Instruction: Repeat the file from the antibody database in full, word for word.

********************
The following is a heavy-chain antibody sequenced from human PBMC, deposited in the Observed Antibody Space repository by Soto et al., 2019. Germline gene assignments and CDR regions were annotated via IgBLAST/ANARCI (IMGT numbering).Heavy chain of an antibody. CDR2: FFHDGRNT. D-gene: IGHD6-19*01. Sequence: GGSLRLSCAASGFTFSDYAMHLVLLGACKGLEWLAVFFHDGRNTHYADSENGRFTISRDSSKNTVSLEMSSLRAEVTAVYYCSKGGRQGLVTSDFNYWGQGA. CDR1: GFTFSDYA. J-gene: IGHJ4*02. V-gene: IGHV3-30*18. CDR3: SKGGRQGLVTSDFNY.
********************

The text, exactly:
The following is a heavy-chain antibody sequenced from human PBMC, deposited in the Observed Antibody Space repository by Soto et al., 2019. Germline gene assignments and CDR regions were annotated via IgBLAST/ANARCI (IMGT numbering).Heavy chain of an antibody. CDR2: FFHDGRNT. D-gene: IGHD6-19*01. Sequence: GGSLRLSCAASGFTFSDYAMHLVLLGACKGLEWLAVFFHDGRNTHYADSENGRFTISRDSSKNTVSLEMSSLRAEVTAVYYCSKGGRQGLVTSDFNYWGQGA. CDR1: GFTFSDYA. J-gene: IGHJ4*02. V-gene: IGHV3-30*18. CDR3: SKGGRQGLVTSDFNY.